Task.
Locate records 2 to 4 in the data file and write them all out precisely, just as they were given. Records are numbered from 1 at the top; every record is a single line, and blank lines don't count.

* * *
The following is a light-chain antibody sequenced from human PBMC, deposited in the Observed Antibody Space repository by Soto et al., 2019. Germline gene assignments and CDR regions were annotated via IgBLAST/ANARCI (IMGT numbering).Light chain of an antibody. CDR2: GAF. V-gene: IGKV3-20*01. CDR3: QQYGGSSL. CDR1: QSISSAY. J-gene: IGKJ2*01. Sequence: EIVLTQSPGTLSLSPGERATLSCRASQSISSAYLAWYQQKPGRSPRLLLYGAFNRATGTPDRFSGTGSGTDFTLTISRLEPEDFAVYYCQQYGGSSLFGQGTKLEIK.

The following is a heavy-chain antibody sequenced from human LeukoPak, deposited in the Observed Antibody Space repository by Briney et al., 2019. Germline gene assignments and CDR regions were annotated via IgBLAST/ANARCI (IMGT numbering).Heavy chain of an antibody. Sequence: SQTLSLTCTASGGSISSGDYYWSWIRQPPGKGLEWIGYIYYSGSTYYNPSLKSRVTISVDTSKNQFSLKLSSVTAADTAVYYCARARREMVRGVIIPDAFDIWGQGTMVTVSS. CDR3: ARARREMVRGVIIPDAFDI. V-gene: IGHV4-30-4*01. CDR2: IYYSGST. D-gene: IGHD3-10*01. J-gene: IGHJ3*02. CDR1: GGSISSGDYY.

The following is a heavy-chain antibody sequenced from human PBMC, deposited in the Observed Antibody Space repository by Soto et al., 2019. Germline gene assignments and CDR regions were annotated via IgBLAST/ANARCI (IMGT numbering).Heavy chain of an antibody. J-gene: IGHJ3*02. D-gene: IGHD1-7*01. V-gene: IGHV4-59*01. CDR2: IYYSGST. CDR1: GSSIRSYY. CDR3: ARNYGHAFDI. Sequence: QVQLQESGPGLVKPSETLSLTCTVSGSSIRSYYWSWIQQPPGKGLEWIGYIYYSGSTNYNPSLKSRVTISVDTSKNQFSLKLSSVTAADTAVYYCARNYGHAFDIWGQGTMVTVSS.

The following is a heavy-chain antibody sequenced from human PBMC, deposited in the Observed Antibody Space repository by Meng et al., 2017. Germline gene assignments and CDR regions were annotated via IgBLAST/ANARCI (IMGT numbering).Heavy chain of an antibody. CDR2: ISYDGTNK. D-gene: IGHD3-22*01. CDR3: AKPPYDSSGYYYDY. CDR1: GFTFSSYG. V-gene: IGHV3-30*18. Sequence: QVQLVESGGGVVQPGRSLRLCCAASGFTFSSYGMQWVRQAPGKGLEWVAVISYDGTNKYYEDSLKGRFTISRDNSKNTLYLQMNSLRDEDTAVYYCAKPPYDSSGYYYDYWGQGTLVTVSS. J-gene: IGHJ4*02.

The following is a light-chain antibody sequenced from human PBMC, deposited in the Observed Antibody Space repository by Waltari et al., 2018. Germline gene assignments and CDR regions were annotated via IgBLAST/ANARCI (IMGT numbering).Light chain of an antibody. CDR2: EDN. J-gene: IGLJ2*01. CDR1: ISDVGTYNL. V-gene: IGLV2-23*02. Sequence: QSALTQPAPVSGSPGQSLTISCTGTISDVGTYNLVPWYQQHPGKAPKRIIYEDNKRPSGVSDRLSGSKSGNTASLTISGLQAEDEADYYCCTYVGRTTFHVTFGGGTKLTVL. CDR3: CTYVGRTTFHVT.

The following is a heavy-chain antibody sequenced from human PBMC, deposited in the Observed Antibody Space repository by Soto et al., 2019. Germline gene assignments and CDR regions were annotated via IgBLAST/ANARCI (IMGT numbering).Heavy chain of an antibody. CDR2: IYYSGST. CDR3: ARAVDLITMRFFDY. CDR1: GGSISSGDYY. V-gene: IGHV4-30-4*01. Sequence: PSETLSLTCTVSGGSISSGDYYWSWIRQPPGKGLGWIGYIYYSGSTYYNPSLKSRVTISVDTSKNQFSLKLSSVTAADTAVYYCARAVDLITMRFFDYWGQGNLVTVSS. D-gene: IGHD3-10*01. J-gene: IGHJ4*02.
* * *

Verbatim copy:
The following is a heavy-chain antibody sequenced from human LeukoPak, deposited in the Observed Antibody Space repository by Briney et al., 2019. Germline gene assignments and CDR regions were annotated via IgBLAST/ANARCI (IMGT numbering).Heavy chain of an antibody. Sequence: SQTLSLTCTASGGSISSGDYYWSWIRQPPGKGLEWIGYIYYSGSTYYNPSLKSRVTISVDTSKNQFSLKLSSVTAADTAVYYCARARREMVRGVIIPDAFDIWGQGTMVTVSS. CDR3: ARARREMVRGVIIPDAFDI. V-gene: IGHV4-30-4*01. CDR2: IYYSGST. D-gene: IGHD3-10*01. J-gene: IGHJ3*02. CDR1: GGSISSGDYY.

The following is a heavy-chain antibody sequenced from human PBMC, deposited in the Observed Antibody Space repository by Soto et al., 2019. Germline gene assignments and CDR regions were annotated via IgBLAST/ANARCI (IMGT numbering).Heavy chain of an antibody. J-gene: IGHJ3*02. D-gene: IGHD1-7*01. V-gene: IGHV4-59*01. CDR2: IYYSGST. CDR1: GSSIRSYY. CDR3: ARNYGHAFDI. Sequence: QVQLQESGPGLVKPSETLSLTCTVSGSSIRSYYWSWIQQPPGKGLEWIGYIYYSGSTNYNPSLKSRVTISVDTSKNQFSLKLSSVTAADTAVYYCARNYGHAFDIWGQGTMVTVSS.

The following is a heavy-chain antibody sequenced from human PBMC, deposited in the Observed Antibody Space repository by Meng et al., 2017. Germline gene assignments and CDR regions were annotated via IgBLAST/ANARCI (IMGT numbering).Heavy chain of an antibody. CDR2: ISYDGTNK. D-gene: IGHD3-22*01. CDR3: AKPPYDSSGYYYDY. CDR1: GFTFSSYG. V-gene: IGHV3-30*18. Sequence: QVQLVESGGGVVQPGRSLRLCCAASGFTFSSYGMQWVRQAPGKGLEWVAVISYDGTNKYYEDSLKGRFTISRDNSKNTLYLQMNSLRDEDTAVYYCAKPPYDSSGYYYDYWGQGTLVTVSS. J-gene: IGHJ4*02.